Sherman, the author of such plays as Women and Wallace and Sophistry, is adept at turning intellectual concepts into theater. Despite the fact that Evolution doesn't have much of a dramatic arc, he and his director Lizzie Gottlieb dazzle the audience with their combination of scintillating language and inventive stagecraft. Sherman begins with a free-spirited female college student named Hope (Keira Naughton) who brings her Ph.D.-bound boyfriend Henry (Hamilton) back home to Los Angeles to meet her phone-sex-obsessed father (Peter Block) and darkly brilliant brother (Armando Riesco).
Henry is so steeped in academia that he has no knowledge of popular culture; Hope's brother, Ernie, has the inspired idea to use this flaw of Henry's as the concept for a TV sitcom. There is a hint of the Peter Sellers movie Being There in Henry's innocence, but the character in that famous satire was a true man-child, whereas Henry is really a fool. He's writing his thesis about Charles Darwin (just one of the many literal and metaphorical references to the show's title) but, in order to distinguish it from the works of others, he's insisting upon writing his opus without using the letter "E" anywhere in the text. (When, in astonishment, another character points out that Darwin's first name has an "E" in it, Henry counters that he intends to call Charles "Chuck.")
Henry and Ernie go into business together and meet with almost immediate, unprecedented success. One hit series spins off into another. But, corrupted by success -- and knowledge of mass culture -- Henry begins a downward spiral in this relatively short play (about 80 minutes long, without an intermission). Gottlieb directs all of this with a flashy, devil-may-care flair. The production, which boasts a spare but imaginative set designed by Andromache Chalfant, is physically vigorous and comically rigorous.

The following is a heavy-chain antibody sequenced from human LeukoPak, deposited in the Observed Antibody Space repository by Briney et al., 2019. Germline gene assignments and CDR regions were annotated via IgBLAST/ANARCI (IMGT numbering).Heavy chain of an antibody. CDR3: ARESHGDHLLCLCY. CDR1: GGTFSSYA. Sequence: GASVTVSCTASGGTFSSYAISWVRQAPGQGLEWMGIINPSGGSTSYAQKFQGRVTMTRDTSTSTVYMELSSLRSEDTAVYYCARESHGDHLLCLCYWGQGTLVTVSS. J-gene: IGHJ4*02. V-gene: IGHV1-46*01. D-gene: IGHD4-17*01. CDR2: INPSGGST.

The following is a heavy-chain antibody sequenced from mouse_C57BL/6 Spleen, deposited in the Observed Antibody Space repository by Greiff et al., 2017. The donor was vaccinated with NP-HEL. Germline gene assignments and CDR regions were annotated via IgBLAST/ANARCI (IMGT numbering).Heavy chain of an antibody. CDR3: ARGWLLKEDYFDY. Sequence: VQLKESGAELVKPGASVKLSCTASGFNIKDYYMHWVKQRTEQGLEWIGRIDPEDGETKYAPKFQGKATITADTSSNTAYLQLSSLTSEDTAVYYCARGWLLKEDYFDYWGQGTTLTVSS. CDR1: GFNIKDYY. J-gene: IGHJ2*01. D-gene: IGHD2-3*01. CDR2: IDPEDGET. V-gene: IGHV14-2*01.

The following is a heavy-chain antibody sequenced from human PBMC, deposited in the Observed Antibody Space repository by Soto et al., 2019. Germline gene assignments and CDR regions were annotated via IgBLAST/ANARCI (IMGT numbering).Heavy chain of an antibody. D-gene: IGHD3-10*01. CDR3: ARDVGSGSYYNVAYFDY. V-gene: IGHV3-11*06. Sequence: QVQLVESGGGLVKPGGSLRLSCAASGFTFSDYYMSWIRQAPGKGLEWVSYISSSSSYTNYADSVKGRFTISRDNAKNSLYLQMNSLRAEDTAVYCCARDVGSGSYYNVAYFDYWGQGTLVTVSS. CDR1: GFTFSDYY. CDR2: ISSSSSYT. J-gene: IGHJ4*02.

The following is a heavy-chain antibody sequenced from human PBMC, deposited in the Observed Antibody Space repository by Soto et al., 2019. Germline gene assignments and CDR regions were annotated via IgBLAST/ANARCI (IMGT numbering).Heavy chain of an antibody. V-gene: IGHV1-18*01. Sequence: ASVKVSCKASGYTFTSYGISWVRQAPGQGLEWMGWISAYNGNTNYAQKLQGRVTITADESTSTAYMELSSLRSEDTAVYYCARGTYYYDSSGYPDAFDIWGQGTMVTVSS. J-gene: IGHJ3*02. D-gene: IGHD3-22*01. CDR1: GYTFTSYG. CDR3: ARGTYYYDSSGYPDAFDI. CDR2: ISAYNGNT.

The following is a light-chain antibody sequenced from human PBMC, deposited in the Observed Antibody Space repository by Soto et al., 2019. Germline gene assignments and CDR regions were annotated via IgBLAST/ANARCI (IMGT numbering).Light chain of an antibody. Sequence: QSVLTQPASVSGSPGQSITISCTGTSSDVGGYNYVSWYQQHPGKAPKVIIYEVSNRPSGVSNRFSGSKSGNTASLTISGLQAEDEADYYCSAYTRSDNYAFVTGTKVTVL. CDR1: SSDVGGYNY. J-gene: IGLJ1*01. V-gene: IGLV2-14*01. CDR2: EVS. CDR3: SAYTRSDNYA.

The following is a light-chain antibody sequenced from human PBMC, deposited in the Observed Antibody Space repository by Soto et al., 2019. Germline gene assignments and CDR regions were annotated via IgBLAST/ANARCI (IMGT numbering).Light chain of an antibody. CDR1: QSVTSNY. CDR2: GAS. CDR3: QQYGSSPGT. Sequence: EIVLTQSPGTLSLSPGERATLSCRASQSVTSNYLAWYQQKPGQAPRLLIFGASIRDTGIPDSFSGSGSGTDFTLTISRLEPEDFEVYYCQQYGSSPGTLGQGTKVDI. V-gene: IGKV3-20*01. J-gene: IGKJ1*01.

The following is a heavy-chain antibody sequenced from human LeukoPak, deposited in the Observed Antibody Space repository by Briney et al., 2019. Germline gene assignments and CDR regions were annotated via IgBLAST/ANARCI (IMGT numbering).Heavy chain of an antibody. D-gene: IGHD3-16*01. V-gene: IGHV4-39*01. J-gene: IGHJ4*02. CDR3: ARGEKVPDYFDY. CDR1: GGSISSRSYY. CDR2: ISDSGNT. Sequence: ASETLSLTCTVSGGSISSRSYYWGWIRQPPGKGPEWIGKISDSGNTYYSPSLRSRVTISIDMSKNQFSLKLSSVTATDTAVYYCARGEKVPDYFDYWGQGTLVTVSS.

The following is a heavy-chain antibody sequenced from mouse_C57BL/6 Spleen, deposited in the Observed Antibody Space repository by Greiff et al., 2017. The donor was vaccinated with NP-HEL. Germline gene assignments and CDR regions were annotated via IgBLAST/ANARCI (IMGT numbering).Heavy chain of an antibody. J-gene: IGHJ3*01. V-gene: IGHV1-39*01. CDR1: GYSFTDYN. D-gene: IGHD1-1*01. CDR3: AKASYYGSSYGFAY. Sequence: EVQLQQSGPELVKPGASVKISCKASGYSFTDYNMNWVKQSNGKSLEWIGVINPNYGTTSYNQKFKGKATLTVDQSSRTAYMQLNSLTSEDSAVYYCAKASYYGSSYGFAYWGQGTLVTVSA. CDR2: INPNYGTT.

As Ernie, Armando Riesco delivers a virtuoso monologue that bounces ideas around like a pinball; between Sherman's lightning language and Riesco's super-charged performance, the speech garners applause such as might be received by a sax player in a jazz band after an amazing solo riff. Larry Block, who plays the show's narrator as well as several other characters, also gets the opportunity to throw intellectual darts at the audience. Many of them stick and garner laughs, because Block is an actor with presence and bite. Meanwhile, Hamilton's boyish, diffident charm makes him seem particularly well cast as Henry; the character needs to be likeable because the audience is tracking him and he does a lot of stupid things. As his girlfriend Hope, Naughton captures the reality of a spoiled but essentially decent young woman. Ione Sky plays a babe and looks the part, but we must report that she has no business being on stage with these other actors. Period.